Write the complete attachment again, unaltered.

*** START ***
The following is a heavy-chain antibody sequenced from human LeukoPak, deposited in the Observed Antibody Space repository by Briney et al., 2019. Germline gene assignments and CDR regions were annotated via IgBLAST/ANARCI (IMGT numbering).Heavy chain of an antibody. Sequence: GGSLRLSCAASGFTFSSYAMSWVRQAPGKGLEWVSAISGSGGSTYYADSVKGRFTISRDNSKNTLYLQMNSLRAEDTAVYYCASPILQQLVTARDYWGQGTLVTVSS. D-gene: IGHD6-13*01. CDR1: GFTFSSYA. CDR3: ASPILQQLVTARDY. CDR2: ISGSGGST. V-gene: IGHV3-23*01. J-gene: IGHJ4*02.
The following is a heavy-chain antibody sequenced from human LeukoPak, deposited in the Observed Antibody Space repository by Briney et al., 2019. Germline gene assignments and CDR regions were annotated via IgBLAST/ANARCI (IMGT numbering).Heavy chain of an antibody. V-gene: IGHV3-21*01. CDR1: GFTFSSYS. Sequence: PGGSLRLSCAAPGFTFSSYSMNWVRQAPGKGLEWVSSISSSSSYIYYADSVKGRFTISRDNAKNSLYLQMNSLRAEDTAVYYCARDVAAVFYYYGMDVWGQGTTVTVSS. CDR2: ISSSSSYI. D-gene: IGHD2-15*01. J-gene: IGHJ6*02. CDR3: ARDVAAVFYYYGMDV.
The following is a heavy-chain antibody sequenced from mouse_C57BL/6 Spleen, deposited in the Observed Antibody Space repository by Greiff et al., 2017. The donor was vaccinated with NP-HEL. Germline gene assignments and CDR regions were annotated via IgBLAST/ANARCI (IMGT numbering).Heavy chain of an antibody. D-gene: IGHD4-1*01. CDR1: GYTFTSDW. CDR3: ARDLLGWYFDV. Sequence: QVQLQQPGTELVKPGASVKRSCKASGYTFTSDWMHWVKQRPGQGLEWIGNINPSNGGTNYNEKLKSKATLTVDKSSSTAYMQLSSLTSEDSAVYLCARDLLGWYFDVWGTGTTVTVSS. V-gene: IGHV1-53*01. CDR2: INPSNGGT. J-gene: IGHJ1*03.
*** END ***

The following is a heavy-chain antibody sequenced from human LeukoPak, deposited in the Observed Antibody Space repository by Briney et al., 2019. Germline gene assignments and CDR regions were annotated via IgBLAST/ANARCI (IMGT numbering).Heavy chain of an antibody. Sequence: GGSLRLSCAASGFTFSSYAMSWVRQAPGKGLEWVSAISGSGGSTYYADSVKGRFTISRDNSKNTLYLQMNSLRAEDTAVYYCASPILQQLVTARDYWGQGTLVTVSS. D-gene: IGHD6-13*01. CDR1: GFTFSSYA. CDR3: ASPILQQLVTARDY. CDR2: ISGSGGST. V-gene: IGHV3-23*01. J-gene: IGHJ4*02.
The following is a heavy-chain antibody sequenced from human LeukoPak, deposited in the Observed Antibody Space repository by Briney et al., 2019. Germline gene assignments and CDR regions were annotated via IgBLAST/ANARCI (IMGT numbering).Heavy chain of an antibody. V-gene: IGHV3-21*01. CDR1: GFTFSSYS. Sequence: PGGSLRLSCAAPGFTFSSYSMNWVRQAPGKGLEWVSSISSSSSYIYYADSVKGRFTISRDNAKNSLYLQMNSLRAEDTAVYYCARDVAAVFYYYGMDVWGQGTTVTVSS. CDR2: ISSSSSYI. D-gene: IGHD2-15*01. J-gene: IGHJ6*02. CDR3: ARDVAAVFYYYGMDV.
The following is a heavy-chain antibody sequenced from mouse_C57BL/6 Spleen, deposited in the Observed Antibody Space repository by Greiff et al., 2017. The donor was vaccinated with NP-HEL. Germline gene assignments and CDR regions were annotated via IgBLAST/ANARCI (IMGT numbering).Heavy chain of an antibody. D-gene: IGHD4-1*01. CDR1: GYTFTSDW. CDR3: ARDLLGWYFDV. Sequence: QVQLQQPGTELVKPGASVKRSCKASGYTFTSDWMHWVKQRPGQGLEWIGNINPSNGGTNYNEKLKSKATLTVDKSSSTAYMQLSSLTSEDSAVYLCARDLLGWYFDVWGTGTTVTVSS. V-gene: IGHV1-53*01. CDR2: INPSNGGT. J-gene: IGHJ1*03.